Australian authorities said planes scouring the southern Indian Ocean for the missing Malaysian airliner are switching to a visual search of the region after radar scans came up empty yesterday.
“Although this search area is much smaller than what we started with, it nonetheless is a big area when you’re looking out the window and trying to see something by eye,” said John Young, general manager of emergency response at the Australian Maritime Safety Authority. “We may have to do this a few times to be confident about the coverage of this search area.”
Australia, the U.S. and New Zealand resumed their search today by sending aircraft to search a region 2,500 kilometers (1,550 miles) southwest of Perth. China is deploying at least seven ships, including an icebreaker and three naval vessels, state-run Xinhua News Agency said.
After satellite photographs of objects in the southern Indian Ocean kindled hopes of a breakthrough yesterday, planes sent to the area haven’t been able to locate any wreckage. As the longest search for a passenger jet stretched into its 14th day, Malaysia’s Acting Transport Minister Hishammuddin Hussein said: “This is going to be a long haul.”
Malaysian Airline System Bhd. Flight 370 may have cruised steadily across the Ocean after diverting from its scheduled route to Beijing from Kuala Lumpur, according to an analysis of satellite pings. It’s the clearest idea yet on how investigators pinpointed a search zone.
Engineers at Inmarsat Plc, whose satellite picked up the pings, plotted seven positions for the Boeing Co. 777-200ER on March 8, Chris McLaughlin, a company spokesman, said in an interview. The plane flew steadily away from the satellite over the equator while pinging, McLaughlin said. Malaysia needs to verify that information, Azharuddin Abdul Rahman, the chief of the nation’s civil aviation, said in Kuala Lumpur.
The data helped investigators conclude that the most logical path was progressively either north or south. U.S. investigators have focused the search to the south and Australia is leading the efforts to scour the southern Indian Ocean for the jet that vanished March 8 with 239 people on board.
When officials estimated the plane was flying at or near its cruising speed of more than 500 miles (800 kilometers) an hour, it produced a probable path the engineers were “very confident” about, McLaughlin said.
The engineers don’t know the plane’s track for certain because the satellite pings can only be used to estimate an arc along the earth’s surface where it would have been, he said.
“You can assume the tracking was based on what the autopilot was set for on the 777,” he said.
If the Inmarsat estimates are accurate, it would have been impossible for the plane to have landed before its satellite transmitter sent the final ping at 8:11 a.m., almost seven hours after its last known position as it left Malaysian airspace, according to McLaughlin’s account. Because the 777 burns more fuel at lower altitude, it also suggests the plane remained at cruising altitude.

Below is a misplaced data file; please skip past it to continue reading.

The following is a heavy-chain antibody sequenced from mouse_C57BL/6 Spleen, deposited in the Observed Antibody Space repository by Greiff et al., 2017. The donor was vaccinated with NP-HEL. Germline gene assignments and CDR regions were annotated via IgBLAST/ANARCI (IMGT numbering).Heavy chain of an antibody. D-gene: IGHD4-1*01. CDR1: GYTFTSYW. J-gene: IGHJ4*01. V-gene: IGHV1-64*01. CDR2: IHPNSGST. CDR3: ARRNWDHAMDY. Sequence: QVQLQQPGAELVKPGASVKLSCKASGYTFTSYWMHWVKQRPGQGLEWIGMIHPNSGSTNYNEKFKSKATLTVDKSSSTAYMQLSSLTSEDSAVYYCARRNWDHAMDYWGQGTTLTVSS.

The plane was flying at 542 miles an hour at 35,000 feet (10,668 meters) at 1:21 a.m. when its transponder stopped functioning and it disappeared from Malaysian’s civilian radar system, according to FlightRadar24, a flight-tracking company.
The engineers at Inmarsat were able to validate their estimates of the plane’s location by matching its position at 1:07 a.m., when it sent a burst of data through its Aircraft Communications and Reporting System, McLaughlin said. That final transmission on Acars included a GPS position that was used to calibrate the other estimates, he said.
The Inmarsat analysis is consistent with details suggesting that, at least initially, the path was commanded from the cockpit, John Cox, president of Washington-based Safety Operating Systems, said in an interview. It still doesn’t answer what may have happened to the plane and what led it to fly for so long, he said.
Planes today resumed the hunt for the missing jet after an initial foray yesterday failed to find two objects seen in satellite images. The weather and visibility were poor and aircraft radar searches made no sightings, said Young. A piece as big as 24 meters, and a second one as big as 5 meters, were spotted in images taken March 16.
India meanwhile continued its search, sending two ships west of the Andaman and Nicobar Islands and a P-8I aircraft southeast toward Sumatra, military spokesman Harmit Singh said in a text message. India sent another P-8I and a C-130J to Kuala Lumpur as additional resources for Malaysia, he said.
“It’s about the most inaccessible spot you could imagine on the face of the earth,” Australian Prime Minister Tony Abbott said today, referring to the search area southwest of Perth.
While images of the ocean bottom in the area suggest a flat plain, there may be features that no one’s mapped yet, she said, citing a 40-kilometer long undersea canyon less than 200 kilometers off Australia’s north-west coast that wasn’t discovered until 2010.
“It isn’t known as a nice place to work,” said Anya Waite, a professor of oceanography at the University of Western Australia’s Oceans Institute. “It’s not for the faint hearted to go down there, let alone look for a needle in a haystack. The winds cycle around the bottom of the world, so it can gather energy in a way that almost no other ocean does.”